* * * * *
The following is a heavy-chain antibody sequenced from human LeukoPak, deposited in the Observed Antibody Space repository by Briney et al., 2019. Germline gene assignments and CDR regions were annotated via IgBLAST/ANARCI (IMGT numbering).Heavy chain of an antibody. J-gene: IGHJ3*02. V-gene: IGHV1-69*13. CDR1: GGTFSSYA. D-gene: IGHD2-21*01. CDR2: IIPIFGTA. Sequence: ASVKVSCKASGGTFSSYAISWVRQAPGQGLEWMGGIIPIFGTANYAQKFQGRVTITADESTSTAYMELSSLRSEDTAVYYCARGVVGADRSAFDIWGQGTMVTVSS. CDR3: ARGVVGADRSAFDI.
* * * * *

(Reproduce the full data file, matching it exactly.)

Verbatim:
The following is a heavy-chain antibody sequenced from human LeukoPak, deposited in the Observed Antibody Space repository by Briney et al., 2019. Germline gene assignments and CDR regions were annotated via IgBLAST/ANARCI (IMGT numbering).Heavy chain of an antibody. J-gene: IGHJ3*02. V-gene: IGHV1-69*13. CDR1: GGTFSSYA. D-gene: IGHD2-21*01. CDR2: IIPIFGTA. Sequence: ASVKVSCKASGGTFSSYAISWVRQAPGQGLEWMGGIIPIFGTANYAQKFQGRVTITADESTSTAYMELSSLRSEDTAVYYCARGVVGADRSAFDIWGQGTMVTVSS. CDR3: ARGVVGADRSAFDI.